Girl Genius, Volume 10: Agatha Heterodyne and the Guardian Muse, written by Phil and Kaja Foglio; art by Phil Foglio; colors by Cheyenne Wright (Airship Entertainment)
Grandville Mon Amour, by Bryan Talbot (Dark Horse)
Schlock Mercenary: Massively Parallel, written and illustrated by Howard Tayler; colors by Howard Tayler and Travis Walton (Hypernode)
The Unwritten, Volume 2: Inside Man, written by Mike Carey; illustrated by Peter Gross (Vertigo)

Best Dramatic Presentation, Long Form
Harry Potter and the Deathly Hallows: Part 1, screenplay by Steve Kloves; directed by David Yates (Warner)
How to Train Your Dragon, screenplay by William Davies, Dean DeBlois & Chris Sanders; directed by Dean DeBlois & Chris Sanders (DreamWorks)
Inception, written and directed by Christopher Nolan (Warner)
Scott Pilgrim vs. the World, screenplay by Michael Bacall & Edgar Wright; directed by Edgar Wright (Universal)
Toy Story 3, screenplay by Michael Arndt; story by John Lasseter, Andrew Stanton & Lee Unkrich; directed by Lee Unkrich (Pixar/Disney)

Best Dramatic Presentation, Short Form
Doctor Who: “A Christmas Carol,” written by Steven Moffat; directed by Toby Haynes (BBC Wales)
Doctor Who: “The Pandorica Opens/The Big Bang,” written by Steven Moffat; directed by Toby Haynes (BBC Wales)
Doctor Who: “Vincent and the Doctor,” written by Richard Curtis; directed by Jonny Campbell (BBC Wales)
F*** Me, Ray Bradbury, written by Rachel Bloom; directed by Paul Briganti
The Lost Thing, written by Shaun Tan; directed by Andrew Ruhemann and Shaun Tan (Passion Pictures)

Best Editor, Short Form
John Joseph Adams
Stanley Schmidt
Jonathan Strahan
Gordon Van Gelder
Sheila Williams

Best Editor, Long Form
Lou Anders
Ginjer Buchanan
Moshe Feder
Liz Gorinsky
Nick Mamatas
Beth Meacham
Juliet Ulman

Best Professional Artist
Daniel Dos Santos
Bob Eggleton
Stephan Martiniere
John Picacio
Shaun Tan

Best Semiprozine
Clarkesworld, edited by Neil Clarke, Cheryl Morgan, Sean Wallace; podcast directed by Kate Baker
Interzone, edited by Andy Cox
Lightspeed, edited by John Joseph Adams
Locus, edited by Liza Groen Trombi and Kirsten Gong-Wong
Weird Tales, edited by Ann VanderMeer and Stephen H. Segal

Best Fanzine
Banana Wings, edited by Claire Brialey and Mark Plummer
Challenger, edited by Guy H. Lillian III
The Drink Tank, edited by Christopher J Garcia and James Bacon
File 770, edited by Mike Glyer
StarShipSofa, edited by Tony C. Smith

Best Fan Writer
James Bacon
Claire Brialey
Christopher J Garcia
James Nicoll
Steven H Silver

Best Fan Artist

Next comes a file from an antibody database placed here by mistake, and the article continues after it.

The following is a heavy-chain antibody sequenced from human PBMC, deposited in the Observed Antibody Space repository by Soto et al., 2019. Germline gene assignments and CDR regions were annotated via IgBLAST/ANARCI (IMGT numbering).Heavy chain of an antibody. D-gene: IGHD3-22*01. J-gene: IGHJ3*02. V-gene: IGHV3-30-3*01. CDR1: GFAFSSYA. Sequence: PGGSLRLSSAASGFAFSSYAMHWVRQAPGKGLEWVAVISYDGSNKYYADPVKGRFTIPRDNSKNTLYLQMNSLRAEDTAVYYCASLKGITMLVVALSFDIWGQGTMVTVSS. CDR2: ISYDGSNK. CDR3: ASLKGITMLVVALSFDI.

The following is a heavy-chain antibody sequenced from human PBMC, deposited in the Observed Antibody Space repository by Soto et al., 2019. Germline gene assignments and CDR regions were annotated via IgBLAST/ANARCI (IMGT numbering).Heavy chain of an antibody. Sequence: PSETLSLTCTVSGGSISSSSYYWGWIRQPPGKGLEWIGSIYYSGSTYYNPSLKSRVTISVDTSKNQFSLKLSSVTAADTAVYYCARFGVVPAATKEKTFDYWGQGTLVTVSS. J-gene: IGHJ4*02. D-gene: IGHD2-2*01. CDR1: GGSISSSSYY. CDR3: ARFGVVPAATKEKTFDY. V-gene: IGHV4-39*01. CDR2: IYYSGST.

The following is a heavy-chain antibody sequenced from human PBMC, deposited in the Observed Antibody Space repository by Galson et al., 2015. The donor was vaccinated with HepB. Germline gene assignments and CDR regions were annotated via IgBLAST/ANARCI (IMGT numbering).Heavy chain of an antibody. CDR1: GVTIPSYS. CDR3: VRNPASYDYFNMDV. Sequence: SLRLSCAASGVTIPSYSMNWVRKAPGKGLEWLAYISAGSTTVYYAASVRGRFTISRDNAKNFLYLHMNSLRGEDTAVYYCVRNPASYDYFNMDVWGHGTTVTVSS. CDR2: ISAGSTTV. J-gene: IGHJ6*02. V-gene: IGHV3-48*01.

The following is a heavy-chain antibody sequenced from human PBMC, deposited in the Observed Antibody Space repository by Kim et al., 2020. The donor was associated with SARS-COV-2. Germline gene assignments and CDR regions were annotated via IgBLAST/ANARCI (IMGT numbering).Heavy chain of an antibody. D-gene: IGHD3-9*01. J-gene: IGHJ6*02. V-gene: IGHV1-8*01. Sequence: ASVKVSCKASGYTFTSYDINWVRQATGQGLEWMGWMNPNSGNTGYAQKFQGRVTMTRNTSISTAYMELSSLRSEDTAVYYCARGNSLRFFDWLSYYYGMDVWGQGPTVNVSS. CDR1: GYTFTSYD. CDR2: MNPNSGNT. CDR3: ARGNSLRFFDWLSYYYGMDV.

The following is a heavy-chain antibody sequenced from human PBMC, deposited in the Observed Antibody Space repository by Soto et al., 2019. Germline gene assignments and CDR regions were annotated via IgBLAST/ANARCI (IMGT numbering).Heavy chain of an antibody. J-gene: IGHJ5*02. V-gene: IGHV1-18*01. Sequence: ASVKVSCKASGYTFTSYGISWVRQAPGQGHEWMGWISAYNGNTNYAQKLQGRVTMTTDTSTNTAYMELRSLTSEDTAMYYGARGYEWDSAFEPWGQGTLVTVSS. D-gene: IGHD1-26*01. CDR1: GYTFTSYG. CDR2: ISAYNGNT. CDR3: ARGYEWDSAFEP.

Brad W. Foster
Randall Munroe
Maurine Starkey
Steve Stiles
Taral Wayne

John W. Campbell Award for Best New Writer
Award for the best new professional science fiction or fantasy writer of 2009 or 2010, sponsored by Dell Magazines (not a Hugo Award).
Saladin Ahmed
Lauren Beukes
Larry Correia
Lev Grossman
Dan Wells

Note: All Campbell finalists are in their 2nd year of eligibility.

Renovation Wants to Fill Your Dance Card

There will be seven dances at the 2011 Worldcon, Renovation – and nearly all will have a theme that challenges fans to dress in appropriate costume. Plan to haul along an extra trunk of 19th century duds and futuristic uniforms!

Steampunk is Thursday’s theme, with a Victorian Steampunk Tea Dance in the afternoon and The Girl Genius Ball that evening hosted by the creators of Girl Genius, Phil and Kaja Foglio.

Over the remaining days of the con there will be Regency Period themed dances, a Toon Town Hop, with vintage and modern cartoon music, and a Serenity Space Western Ball, inspired by the TV Series Firefly.

The full press release follows the jump.

Continue reading

Betz, Hutchings Pass Away

Vancouver fandom has lost two of its best-known members this year.

Ed Hutchings passed away February 22, of leukemia. He was involved in BCSFA for 30 years, and a regular at Vancouver’s alternate gathering, FRED. He pursued a wide range of professions over the course of his life, at times an electrical engineer, an oboist with the Toronto Symphony, a programmer, a glass blower, and after earning a PhD in mathematics, teacher at local colleges and universities.

Al Betz, author of the long-running fanzine column “Ask Mr. Science,” a Prix Aurora nominee, died April 14 of kidney and heart failure. He had been part of the British Columbia SF Association since 1973.

You missed something if you weren’t a regular reader. Here’s a sample of Betz’ most recent “Ask Mr. Science” column from WCSFAzine:


MR. SCIENCE: … During an eruption the volcano would pump a significant fraction of our atmosphere into the core of the planet, causing it to inflate like a balloon. If the volcanization lasted more than 3.1 days the Earth would burst, also like a balloon. Calculations show that 74% of the objects on the surface would be ejected at greater than escape velocity.